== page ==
[SOLVED]Self-test strategies for embedded systems

Pushkar1

Joined Apr 5, 2021
416
Do you write self-test code to check out fault in your embedded system?

Please share some experience on Self-test strategies for embedded system

Last edited:

KeithWalker

Joined Jul 10, 2017
2,054
Which microcontrollers are you using and what language are you programming in?
Are the self test strategies for debugging the code or detecting future hardware failures?

rsjsouza

Joined Apr 21, 2014
335
Do you know Jack Ganssle? He has some interesting courses and tutorials about better and safer embedded C.
http://www.ganssle.com/

Pushkar1

Joined Apr 5, 2021
416
Which microcontrollers are you using and what language are you programming in?
Are the self test strategies for debugging the code or detecting future hardware failures?
PIC microcontroller & C programming

Do you write self test code for embedded systems?

How do you write code for detecting device failure connected to microcontroller?

atferrari

Joined Jan 6, 2004
4,476
Busy since last April, the OP seems to be preparing a quite complete encyclopedia about programming based on the answers collected in AAC. Lot of chapters...

Or is it a questionnaire to be filled by the end of the semester?

atferrari

Joined Jan 6, 2004
4,476
PIC microcontroller & C programming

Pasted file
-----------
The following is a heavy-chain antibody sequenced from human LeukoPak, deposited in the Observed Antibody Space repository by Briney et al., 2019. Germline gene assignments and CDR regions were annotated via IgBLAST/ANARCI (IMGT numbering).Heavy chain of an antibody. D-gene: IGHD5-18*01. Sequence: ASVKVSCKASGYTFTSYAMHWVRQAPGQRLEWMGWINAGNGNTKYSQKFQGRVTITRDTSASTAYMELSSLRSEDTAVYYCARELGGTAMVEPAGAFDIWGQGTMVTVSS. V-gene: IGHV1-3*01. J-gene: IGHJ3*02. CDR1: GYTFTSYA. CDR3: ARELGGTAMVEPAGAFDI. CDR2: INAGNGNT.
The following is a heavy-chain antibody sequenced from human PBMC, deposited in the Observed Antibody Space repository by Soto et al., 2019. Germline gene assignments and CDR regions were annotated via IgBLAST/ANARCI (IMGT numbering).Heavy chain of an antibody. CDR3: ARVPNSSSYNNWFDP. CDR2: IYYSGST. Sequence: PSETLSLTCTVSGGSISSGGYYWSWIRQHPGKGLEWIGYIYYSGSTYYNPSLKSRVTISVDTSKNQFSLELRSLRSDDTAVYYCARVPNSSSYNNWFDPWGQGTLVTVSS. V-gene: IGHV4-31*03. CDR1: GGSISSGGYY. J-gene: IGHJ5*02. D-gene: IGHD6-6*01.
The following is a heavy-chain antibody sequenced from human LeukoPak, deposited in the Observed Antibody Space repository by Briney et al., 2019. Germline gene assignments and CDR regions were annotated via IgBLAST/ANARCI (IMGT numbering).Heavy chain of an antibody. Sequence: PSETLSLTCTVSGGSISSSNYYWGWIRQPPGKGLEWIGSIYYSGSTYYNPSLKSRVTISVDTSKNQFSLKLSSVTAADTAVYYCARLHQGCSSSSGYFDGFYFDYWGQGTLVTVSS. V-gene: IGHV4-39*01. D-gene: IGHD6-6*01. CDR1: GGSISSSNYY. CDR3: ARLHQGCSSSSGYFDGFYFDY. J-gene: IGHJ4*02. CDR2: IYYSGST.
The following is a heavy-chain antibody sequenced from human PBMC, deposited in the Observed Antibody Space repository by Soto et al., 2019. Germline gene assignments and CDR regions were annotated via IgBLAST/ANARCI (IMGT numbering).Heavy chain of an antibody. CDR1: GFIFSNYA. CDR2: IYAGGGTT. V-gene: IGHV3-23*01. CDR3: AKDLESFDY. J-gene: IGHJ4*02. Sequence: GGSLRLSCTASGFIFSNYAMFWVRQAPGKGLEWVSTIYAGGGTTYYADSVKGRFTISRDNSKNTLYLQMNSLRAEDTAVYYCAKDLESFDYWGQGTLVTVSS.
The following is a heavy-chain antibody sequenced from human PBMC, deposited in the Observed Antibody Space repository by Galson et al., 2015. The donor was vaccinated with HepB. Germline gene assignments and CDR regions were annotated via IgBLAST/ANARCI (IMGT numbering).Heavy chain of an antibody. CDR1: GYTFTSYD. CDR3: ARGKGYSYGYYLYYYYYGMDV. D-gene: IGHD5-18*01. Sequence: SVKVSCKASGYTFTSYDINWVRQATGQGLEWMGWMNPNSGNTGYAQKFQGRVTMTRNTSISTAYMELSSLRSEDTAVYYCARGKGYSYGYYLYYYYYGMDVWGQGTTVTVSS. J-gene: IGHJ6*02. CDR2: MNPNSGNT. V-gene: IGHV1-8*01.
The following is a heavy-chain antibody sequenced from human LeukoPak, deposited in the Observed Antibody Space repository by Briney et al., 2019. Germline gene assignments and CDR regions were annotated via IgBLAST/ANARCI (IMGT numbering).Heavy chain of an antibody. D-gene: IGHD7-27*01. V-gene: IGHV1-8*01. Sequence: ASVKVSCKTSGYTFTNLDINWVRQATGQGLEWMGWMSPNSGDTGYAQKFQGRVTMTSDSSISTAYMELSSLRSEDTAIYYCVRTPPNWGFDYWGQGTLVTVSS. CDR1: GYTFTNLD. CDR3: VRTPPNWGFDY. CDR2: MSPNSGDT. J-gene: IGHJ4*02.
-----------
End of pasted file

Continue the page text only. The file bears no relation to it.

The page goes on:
Do you write self test code for embedded systems?

How do you write code for detecting device failure connected to microcontroller?

Papabravo

Joined Feb 24, 2006
17,316
Those who can, do; those who can't, teach.
Those who can't do either, administrate.

KeithWalker

Joined Jul 10, 2017
2,054
PIC microcontroller & C programming

Do you write self test code for embedded systems?

How do you write code for detecting device failure connected to microcontroller?
Before I retired, My job was to design automatic test systems for all kinds of products . I wrote the software to run them and did include some self diagnostics to ensure that the test systems were working correctly. The design of the diagnostics varied widely depending on the hardware used in the system, which, in turn, depended on exactly what was being tested. Each case was unique.
How would you go about writing diagnostics for the hardware in an embedded system? What would you think are the most important considerations?

Papabravo

Joined Feb 24, 2006